We sit and talk about her tumultuous days back in January 2016, losing her Dad on the very day she brought her daughter home and how one way of dealing with that was to create this piece of work. She talks openly and emotionally and I realise how hard it’s been. Without it ever being meant to work this way, when I sit down again to play, the connection between the performance and Jackie’s experience is what’s at the front of my thoughts. The focus is completely different now; it’s more about my reaction to what she’s told me and less about mechanics of what I’ve learnt and the practice I’ve been putting in. The result is simpler and better for being less conscious and less in the room. It’s not so much about me any more. I’m not fooling myself; it’s not a complete performance by any means, but I know from his reaction that Simon will be able to use big bits of it, and that it’s the best we’ve got so far. We stick down another 5 or six takes and then call it a day, as Jackie’s ability to amuse 20-month old Rosie while simultaneously making beautiful music reaches a natural conclusion.

View from there.
Despite Jackie’s kindness, I’m not a professional musician. I am a television presenter who has had fantasies about making music professionally since he was 12 or 13 years old. I’m at the beginning of my voyages with the pedal steel guitar and I don’t have to listen very widely to know that I have a lot of ground to cover to hold a candle to even technically average players. I am where I am, and only playing more will change that. What my day with Jackie and Simon reminded me is that the emotional connection to your song is not an add-on to technique and skill, it’s the root of the whole thing. Music is just like any conversation; listening and feeling have to come before showing off how clever you are at expressing yourself. However much I practice and however good I get or fail to get, I mustn’t lose sight of that.


The Joy Of Living will be out in April.

18. Four Big Dollops of Catchup

The Walnut Dash to Scandinavia is all very well but let’s face it, it hasn’t had much to do with steel guitar, has it? OK, I did get the Bennett lap steel out for the gigs in Norway, to the usual shouts of “ooh, what’s that?”, “I’ve never seen one of those before!” and “Please make that sound stop.” From this you might be thinking to yourself that my PedalPassion ™ was all a smokescreen, and that I just like driving a motorhome and eating sausages in countries which may provide a viable economic model for our exit from the European Union.

Well, my friend, how very wrong you may indeed turn out to be. Because I have been so busy on my Sho-Bud pedal steel guitar that I am about to make a mockery of you and all that you stand for. How DARE you (in my imagination) question my commitment?

I’ve been so busy, in fact that I will have to bullet point my Pedaller’s Progress just to get through it in an efficient fashion. Each one of these bullet points is probably worth a chapter in itself, especially if I took the appropriate time to detail my breakfast, lunch and dinner choices on the days in question. (Peanut Butter Sandwich x 15)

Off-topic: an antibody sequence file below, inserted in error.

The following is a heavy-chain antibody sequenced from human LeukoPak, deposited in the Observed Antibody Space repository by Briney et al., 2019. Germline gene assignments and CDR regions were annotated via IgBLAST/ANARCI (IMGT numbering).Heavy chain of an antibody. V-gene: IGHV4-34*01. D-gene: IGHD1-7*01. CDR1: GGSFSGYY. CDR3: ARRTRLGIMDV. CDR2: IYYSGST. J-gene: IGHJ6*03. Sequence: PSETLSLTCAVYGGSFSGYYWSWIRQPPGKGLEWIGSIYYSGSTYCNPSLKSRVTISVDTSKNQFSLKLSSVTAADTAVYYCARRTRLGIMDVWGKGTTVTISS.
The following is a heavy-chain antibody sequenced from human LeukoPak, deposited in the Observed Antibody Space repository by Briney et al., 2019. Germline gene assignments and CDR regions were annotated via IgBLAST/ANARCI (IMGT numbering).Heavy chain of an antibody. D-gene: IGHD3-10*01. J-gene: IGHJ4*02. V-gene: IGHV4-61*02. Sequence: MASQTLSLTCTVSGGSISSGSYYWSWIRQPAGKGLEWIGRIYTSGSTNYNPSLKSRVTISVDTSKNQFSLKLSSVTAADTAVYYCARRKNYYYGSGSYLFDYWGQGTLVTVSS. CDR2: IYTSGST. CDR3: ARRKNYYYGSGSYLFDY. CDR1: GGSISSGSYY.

1. Band of Tape

You may remember how I promised, by writing on a big red bus, that I would not get my pedal steel out publicly for a whole year, to give myself time to achieve an acceptable standard of play? Well, that promise, like so many vehicular oaths, bit the dust in a matter of about six weeks. Band of Hope’s leader Tom had scheduled a session at a studio in Oxfordshire, and I turned up far too early in my van, ready to record either on the Bennet lap steel, my comfort blankey, or on the Sho-Bud which I’d had for about three weeks by this stage, even if I hadn’t done much else during that time apart from practise. One of the marvellous things about Pedal Steel is that it has almost no acoustic sound at all, so it’s possible to practice way into the night without disturbing other members of the household. Until they come down and find you practising in the dark at 2am, hunched over and nodding off, that is. Then they tend to become very disturbed indeed.

In the event, encouraged by Tom’s gentle get-on-with-it, I screw the legs on the Sho-Bud and set up in the control room, next to Pete the engineer. The rest of Band Of Hope set up in the performance rooms next door. I alone get to sit next to Pete and watch the tracks come together, and add my bits. IMG_8648Band of Hope is still pretty new to me. I’m coming in after another great pedal steel player who’s been a part of the band for years, and I’ve been playing for slightly longer than it takes to make a good stew. The day in question is quite a warm day, and the combination of nerves, concentration and sunshine mean that a fine bead of sweat appears when I’m playing. My shoulders ache and burn with nerdy exertion after a short while.  The nerviest bit by far is at the end of the session, when Tom suggests a pedal steel line might work over a track that I played six-string electric on. The band is sitting round in the control room to hear me lay it down. I respect and like them a lot and don’t want to let them down. I think they know this and give me a little round of applause when I finish. It feels good, even if they are just being polite.IMG_8666